Systemic lupus erythematosus in the light of the regulatory effects of galectin-1 on T-cell function

Galectin-1 is an endogenous immunoregulatory lectin-type protein. Its most important effects are the inhibition of the differentiation and cytokine production of Th1 and Th17 cells, and the induction of apoptosis of activated T-cells. Galectin-1 has been identified as a key molecule in antitumor imm...

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Bibliographic Details
Main Authors: Hornung Ákos
Monostori Éva
Kovács László
Format: Article
Published: 2017
Series:LUPUS 26 No. 4
doi:10.1177/0961203316686846

mtmt:3190069
Online Access:http://publicatio.bibl.u-szeged.hu/16042
Description
Summary:Galectin-1 is an endogenous immunoregulatory lectin-type protein. Its most important effects are the inhibition of the differentiation and cytokine production of Th1 and Th17 cells, and the induction of apoptosis of activated T-cells. Galectin-1 has been identified as a key molecule in antitumor immune surveillance, and data are accumulating about the pathogenic role of its deficiency, and the beneficial effects of its administration in various autoimmune disease models. Initial animal and human studies strongly suggest deficiencies in both galectin-1 production and responsiveness in systemic lupus erythematosus (SLE) T-cells. Since lupus features widespread abnormalities in T-cell activation, differentiation and viability, in this review the authors wished to highlight potential points in T-cell signalling processes that may be influenced by galectin-1. These points include GM-1 ganglioside-mediated lipid raft aggregation, early activation signalling steps involving p56Lck, the exchange of the CD3 zeta-ZAP-70 to the FcRgamma-Syk pathway, defective mitogen-activated protein kinase pathway activation, impaired regulatory T-cell function, the failure to suppress the activity of interleukin 17 (IL-17) producing T-cells, and decreased suppression of the PI3K-mTOR pathway by phosphatase and tensin homolog (PTEN). These findings place galectin-1 into the group of potential pathogenic molecules in SLE.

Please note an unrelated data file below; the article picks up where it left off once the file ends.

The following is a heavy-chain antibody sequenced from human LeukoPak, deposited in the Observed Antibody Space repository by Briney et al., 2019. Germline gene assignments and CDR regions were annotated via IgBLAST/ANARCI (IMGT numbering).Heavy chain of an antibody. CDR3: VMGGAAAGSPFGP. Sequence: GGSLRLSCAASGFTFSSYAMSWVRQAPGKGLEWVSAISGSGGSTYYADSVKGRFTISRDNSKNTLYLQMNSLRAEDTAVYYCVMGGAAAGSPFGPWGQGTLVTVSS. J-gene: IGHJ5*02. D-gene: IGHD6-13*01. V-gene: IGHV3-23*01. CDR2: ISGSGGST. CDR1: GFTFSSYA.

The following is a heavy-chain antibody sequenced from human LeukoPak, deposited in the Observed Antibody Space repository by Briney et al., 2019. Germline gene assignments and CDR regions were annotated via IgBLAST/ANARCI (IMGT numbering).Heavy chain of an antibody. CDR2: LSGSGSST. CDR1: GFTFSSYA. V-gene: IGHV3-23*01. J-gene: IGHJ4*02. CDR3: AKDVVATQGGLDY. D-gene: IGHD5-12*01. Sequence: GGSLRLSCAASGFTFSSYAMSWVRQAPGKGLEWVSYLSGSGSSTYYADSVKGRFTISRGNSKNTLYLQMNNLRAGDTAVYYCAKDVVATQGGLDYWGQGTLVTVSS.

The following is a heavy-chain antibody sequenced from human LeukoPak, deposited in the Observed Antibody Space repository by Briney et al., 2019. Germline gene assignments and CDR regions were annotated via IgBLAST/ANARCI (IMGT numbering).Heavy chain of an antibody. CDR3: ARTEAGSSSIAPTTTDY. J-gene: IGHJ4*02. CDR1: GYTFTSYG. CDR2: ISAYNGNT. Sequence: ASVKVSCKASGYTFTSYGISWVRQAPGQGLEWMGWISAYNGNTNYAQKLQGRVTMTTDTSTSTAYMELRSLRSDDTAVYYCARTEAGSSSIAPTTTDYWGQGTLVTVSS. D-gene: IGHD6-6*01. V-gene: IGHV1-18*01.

Physical Description:339-347
ISSN:0961-2033